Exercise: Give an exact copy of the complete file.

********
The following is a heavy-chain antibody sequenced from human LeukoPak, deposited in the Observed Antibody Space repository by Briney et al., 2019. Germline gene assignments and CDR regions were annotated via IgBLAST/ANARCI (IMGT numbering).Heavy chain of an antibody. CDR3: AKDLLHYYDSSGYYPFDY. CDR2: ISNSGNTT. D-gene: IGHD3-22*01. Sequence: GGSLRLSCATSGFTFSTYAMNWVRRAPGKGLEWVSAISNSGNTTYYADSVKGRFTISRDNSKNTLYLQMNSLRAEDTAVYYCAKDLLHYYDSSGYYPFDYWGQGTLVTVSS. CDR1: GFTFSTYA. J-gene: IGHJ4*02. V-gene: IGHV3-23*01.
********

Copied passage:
The following is a heavy-chain antibody sequenced from human LeukoPak, deposited in the Observed Antibody Space repository by Briney et al., 2019. Germline gene assignments and CDR regions were annotated via IgBLAST/ANARCI (IMGT numbering).Heavy chain of an antibody. CDR3: AKDLLHYYDSSGYYPFDY. CDR2: ISNSGNTT. D-gene: IGHD3-22*01. Sequence: GGSLRLSCATSGFTFSTYAMNWVRRAPGKGLEWVSAISNSGNTTYYADSVKGRFTISRDNSKNTLYLQMNSLRAEDTAVYYCAKDLLHYYDSSGYYPFDYWGQGTLVTVSS. CDR1: GFTFSTYA. J-gene: IGHJ4*02. V-gene: IGHV3-23*01.